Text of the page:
Much of the credit also needs to be passed on to Isabelle Huppert, without whom the film would most likely have completely flown off the rails into unwatchable-trainwreck land, even with the master of button-pushing cinema behind the camera. She always keeps the film grounded, adding an extra edge and dimension to Michèle that a script on its own cannot provide, and sells the holy hell out of everything she’s given to do, whether dealing with workplace misogyny or masturbating over thoughts of her chummy next-door neighbour. There’s complexity and dimension here, the film even allowing her to be massively flawed and unsympathetic from time to time, that abounds in positive ways and in murkier ways, particularly once the film reveals the culprit and spends the rest of its runtime flitting between a psycho-sexual thriller and the blackest possible black comedy that it is possible to make. I’m really not sure what to make of the final third, hence why I clarify that my score is not final and may change, but I can tell you that it never tips over into being trashy and, at the very least, Elle is never ever boring. I’m dying to hear some female critics’ voices on this one, cos I really have no idea how exactly I feel about this as a whole.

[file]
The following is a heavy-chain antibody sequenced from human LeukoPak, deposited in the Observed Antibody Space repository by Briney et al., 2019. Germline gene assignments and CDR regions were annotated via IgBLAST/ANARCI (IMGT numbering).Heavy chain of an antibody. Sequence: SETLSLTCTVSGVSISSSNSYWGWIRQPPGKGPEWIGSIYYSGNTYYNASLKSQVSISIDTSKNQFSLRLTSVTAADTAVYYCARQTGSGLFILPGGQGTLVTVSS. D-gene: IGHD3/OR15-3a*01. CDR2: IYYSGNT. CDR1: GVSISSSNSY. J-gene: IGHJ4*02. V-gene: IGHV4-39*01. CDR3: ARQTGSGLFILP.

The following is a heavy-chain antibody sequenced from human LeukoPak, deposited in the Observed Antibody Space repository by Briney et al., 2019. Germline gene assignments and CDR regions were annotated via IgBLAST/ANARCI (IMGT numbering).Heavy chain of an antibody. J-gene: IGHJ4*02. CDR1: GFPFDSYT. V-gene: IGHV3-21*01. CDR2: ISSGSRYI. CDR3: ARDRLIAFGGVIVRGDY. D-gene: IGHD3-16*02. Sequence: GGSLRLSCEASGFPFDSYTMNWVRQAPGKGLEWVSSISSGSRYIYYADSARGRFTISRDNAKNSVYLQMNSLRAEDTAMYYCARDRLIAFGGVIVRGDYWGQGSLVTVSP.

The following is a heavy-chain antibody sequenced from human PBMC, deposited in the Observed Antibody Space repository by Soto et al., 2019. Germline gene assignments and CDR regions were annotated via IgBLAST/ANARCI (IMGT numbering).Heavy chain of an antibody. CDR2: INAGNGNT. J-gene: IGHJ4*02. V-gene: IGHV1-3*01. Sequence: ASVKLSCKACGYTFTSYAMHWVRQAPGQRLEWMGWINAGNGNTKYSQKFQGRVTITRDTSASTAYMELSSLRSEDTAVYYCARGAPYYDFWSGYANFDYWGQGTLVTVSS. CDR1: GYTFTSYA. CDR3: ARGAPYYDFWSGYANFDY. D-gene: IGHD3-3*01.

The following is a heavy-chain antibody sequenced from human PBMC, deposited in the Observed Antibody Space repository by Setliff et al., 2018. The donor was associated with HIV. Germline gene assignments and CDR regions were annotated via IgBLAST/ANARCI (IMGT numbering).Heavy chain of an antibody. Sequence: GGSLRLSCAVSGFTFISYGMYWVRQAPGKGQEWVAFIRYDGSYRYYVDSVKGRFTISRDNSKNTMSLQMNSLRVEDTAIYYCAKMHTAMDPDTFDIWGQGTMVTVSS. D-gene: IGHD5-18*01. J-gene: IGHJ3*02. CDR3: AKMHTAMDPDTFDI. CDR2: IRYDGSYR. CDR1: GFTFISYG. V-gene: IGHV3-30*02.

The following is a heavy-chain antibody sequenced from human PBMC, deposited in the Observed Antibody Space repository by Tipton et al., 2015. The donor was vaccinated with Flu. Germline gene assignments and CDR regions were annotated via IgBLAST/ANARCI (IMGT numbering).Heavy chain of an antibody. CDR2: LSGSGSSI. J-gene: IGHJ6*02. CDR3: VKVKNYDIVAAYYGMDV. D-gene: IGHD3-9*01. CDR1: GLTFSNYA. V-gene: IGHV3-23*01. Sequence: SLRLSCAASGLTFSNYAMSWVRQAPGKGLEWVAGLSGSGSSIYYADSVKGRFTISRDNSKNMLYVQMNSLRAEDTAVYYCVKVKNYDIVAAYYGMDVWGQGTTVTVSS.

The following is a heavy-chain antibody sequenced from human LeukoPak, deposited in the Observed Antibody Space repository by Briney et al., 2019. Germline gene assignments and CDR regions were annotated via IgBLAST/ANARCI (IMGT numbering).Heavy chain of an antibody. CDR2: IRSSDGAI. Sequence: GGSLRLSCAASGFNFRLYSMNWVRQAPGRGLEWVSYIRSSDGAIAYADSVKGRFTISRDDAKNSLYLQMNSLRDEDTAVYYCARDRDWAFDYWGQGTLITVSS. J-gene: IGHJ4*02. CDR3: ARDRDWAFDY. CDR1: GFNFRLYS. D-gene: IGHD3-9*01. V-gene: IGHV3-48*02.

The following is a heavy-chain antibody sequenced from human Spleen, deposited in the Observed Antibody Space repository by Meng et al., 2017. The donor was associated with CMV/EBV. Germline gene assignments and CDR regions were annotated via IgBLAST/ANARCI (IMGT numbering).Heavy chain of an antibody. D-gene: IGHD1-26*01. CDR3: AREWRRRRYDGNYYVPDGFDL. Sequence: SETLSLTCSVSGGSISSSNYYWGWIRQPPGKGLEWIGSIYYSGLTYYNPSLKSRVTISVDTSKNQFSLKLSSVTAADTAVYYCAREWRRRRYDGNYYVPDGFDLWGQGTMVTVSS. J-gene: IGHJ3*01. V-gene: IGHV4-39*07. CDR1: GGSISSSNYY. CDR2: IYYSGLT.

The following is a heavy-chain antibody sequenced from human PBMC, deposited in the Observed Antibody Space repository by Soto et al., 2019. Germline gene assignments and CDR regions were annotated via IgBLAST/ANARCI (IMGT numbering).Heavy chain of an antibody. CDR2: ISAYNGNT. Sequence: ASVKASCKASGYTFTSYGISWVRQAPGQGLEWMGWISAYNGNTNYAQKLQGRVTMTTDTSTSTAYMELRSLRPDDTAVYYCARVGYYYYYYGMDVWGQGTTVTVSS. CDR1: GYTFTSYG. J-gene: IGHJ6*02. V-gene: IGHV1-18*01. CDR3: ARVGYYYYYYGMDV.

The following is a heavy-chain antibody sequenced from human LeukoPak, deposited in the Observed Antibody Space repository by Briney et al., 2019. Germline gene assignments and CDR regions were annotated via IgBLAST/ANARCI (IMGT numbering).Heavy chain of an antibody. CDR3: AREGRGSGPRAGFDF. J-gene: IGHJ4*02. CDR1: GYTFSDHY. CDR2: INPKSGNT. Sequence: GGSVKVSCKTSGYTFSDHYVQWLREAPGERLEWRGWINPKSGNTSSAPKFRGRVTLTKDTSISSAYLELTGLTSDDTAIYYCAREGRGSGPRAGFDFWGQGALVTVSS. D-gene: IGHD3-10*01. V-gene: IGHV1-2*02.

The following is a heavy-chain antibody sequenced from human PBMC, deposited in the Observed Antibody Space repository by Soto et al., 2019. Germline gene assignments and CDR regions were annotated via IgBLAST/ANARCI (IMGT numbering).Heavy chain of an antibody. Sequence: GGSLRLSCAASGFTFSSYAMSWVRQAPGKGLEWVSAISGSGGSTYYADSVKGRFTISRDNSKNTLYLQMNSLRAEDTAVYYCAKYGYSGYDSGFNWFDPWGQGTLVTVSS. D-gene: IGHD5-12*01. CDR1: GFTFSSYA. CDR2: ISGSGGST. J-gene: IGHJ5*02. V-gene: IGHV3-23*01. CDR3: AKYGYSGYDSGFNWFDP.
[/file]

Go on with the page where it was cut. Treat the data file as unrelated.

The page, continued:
With my press ticket application for the evening’s screening of Christine (Grade: B+) having been effectively declined by virtue of not-getting-a-reply, I arrived there nice and early in the hopes of picking up a press ticket in the Rush Queue – again, I’ll touch on that whole process in detail some other time – only to see quite busy public lines and staff members explaining to fellow budding press that we’d be unlikely to get in unless we paid for a ticket like everybody else. Since Christine was one of my most anticipated films of the festival, along with its semi-documentary counterpart (screening later on) Kate Plays Christine, I resolved to bite the bullet and queue up in the hopes of buying a ticket like everyone else. But then, in a massive stroke of luck, somebody trying to hock a ticket they didn’t need anymore completely gave up trying to get money for it and pawned it off in my hands, since I had already expressed interest in buying it but had no cash on hand. Wins by technicality are still wins, folks!